Fishman Commentary: In many patients, dry eye disease present with a neuropathic component, which I refer to as the “trigeminal ganglion pain continuum.” In this paper, the authors show that changes at the synaptic level in the brainstem occur in dry eye disease.
- * Patients with dry eye have an abnormal enhancement of excitability in blink reflex circuits.
- * The abnormalities were present in both, primary and secondary dry eye syndromes.
- * The abnormal sensorimotor integration may be due to sensitization due to excessive sensory input
- aDepartment of Neurology, Cerrahpasa Medical Faculty, I.U.C, Istanbul, Turkey
- bDepartment of Ophtalmology, Cerrahpasa Medical Faculty, I.U.C, Istanbul, Turkey
- cIDIBAPS (Institut d’Investigació August Pi i Sunyer), Barcelona, Spain
We hypothesized that there may be changes in sensory integration pathways in patients with dry eye. To confront this issue, we analyzed blink reflex (BR), prepulse modulation (PPM) of BR, and excitability recovery of BR to paired stimuli in 17 experimental subjects with dry eye syndrome.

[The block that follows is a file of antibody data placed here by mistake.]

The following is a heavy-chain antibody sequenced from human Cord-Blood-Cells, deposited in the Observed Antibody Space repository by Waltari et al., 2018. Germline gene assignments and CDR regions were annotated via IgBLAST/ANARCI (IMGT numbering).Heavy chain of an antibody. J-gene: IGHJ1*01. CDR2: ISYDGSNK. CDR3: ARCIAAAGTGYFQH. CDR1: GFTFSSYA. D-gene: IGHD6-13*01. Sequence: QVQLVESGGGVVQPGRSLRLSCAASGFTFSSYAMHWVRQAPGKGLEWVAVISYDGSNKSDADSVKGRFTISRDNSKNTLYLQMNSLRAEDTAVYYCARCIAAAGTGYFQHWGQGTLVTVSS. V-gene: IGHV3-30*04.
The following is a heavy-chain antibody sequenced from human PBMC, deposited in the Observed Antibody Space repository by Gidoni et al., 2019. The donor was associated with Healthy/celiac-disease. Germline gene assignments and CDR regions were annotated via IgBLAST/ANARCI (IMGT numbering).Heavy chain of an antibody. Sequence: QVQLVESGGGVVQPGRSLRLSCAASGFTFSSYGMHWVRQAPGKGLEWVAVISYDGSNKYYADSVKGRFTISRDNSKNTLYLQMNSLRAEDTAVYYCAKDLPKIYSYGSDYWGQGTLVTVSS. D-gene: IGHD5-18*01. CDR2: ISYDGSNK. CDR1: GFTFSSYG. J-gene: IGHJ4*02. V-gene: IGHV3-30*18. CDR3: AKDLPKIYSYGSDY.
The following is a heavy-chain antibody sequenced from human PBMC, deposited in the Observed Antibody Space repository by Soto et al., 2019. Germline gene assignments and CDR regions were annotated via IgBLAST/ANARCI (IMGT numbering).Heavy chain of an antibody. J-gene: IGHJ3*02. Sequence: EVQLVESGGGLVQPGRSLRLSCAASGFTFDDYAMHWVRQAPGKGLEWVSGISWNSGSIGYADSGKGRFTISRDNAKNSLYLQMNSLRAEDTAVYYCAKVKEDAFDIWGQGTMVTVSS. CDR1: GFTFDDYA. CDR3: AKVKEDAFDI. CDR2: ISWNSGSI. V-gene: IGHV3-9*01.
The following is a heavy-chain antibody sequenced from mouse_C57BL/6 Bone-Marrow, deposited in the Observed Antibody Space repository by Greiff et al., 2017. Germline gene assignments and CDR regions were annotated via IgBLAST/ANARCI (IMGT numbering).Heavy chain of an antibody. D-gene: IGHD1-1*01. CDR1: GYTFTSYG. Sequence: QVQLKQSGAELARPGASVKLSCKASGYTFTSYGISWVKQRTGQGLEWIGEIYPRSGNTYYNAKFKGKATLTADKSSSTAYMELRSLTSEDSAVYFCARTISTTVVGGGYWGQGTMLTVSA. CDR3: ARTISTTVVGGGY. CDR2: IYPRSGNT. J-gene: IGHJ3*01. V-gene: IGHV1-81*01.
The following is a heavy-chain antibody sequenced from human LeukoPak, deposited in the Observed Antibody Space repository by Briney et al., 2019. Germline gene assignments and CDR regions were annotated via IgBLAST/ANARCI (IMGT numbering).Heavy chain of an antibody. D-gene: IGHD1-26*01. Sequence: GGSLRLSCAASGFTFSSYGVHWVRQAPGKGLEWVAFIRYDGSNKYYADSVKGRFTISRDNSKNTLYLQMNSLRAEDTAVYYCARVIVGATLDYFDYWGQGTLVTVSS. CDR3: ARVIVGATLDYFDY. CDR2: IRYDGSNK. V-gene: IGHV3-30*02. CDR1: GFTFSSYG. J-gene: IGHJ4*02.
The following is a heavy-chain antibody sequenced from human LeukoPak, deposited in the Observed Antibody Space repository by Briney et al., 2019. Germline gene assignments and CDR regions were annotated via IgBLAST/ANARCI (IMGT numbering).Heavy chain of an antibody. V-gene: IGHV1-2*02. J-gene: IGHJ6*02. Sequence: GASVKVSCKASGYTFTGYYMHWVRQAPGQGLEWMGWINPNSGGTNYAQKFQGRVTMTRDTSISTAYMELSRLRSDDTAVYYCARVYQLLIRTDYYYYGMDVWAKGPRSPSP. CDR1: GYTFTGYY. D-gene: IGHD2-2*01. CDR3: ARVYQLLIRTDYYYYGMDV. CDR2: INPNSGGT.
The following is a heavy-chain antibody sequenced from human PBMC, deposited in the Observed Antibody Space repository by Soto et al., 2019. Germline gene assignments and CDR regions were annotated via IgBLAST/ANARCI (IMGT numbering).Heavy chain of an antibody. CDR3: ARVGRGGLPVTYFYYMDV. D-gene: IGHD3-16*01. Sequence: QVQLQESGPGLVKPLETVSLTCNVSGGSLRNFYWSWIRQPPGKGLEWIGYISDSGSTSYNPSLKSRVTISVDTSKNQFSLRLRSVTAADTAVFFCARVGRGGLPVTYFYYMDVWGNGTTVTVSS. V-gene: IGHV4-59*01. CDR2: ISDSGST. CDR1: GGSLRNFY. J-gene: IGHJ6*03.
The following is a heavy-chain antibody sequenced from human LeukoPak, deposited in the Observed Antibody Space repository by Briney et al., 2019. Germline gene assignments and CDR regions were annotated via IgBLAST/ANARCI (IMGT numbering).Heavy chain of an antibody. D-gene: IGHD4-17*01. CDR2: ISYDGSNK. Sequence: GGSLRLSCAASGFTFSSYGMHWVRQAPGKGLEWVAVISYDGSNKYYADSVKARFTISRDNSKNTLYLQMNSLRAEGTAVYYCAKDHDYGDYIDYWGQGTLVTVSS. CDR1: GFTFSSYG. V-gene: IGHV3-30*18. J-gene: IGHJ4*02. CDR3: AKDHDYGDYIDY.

We included 17 experimental subjects, 8 with primary and 9 with secondary, dry eye syndrome. We also examined a control group of 14 age and gender matched control subjects. After clinical evaluation, we recorded BR, PPM of BR (at 50 and 100 ms intervals) and BR percentage recovery to paired stimulation (at 300 and 500 ms intervals).
None of the patients had any spasm activity. Experimental subjects had significantly larger R2 and R2c AUCs, significantly greater excitability recovery at 300 ms interval and significantly reduced R2 and R2c prepulse inhibition, in comparison to control subjects. Experimental subjects with primary dry eye syndrome had higher number of spontaneous blinks than experimental subjects with secondary dry eye syndrome (54.0 ± 10.3 for primary dry eye and 43.5 ± 13.3 secondary dry eye).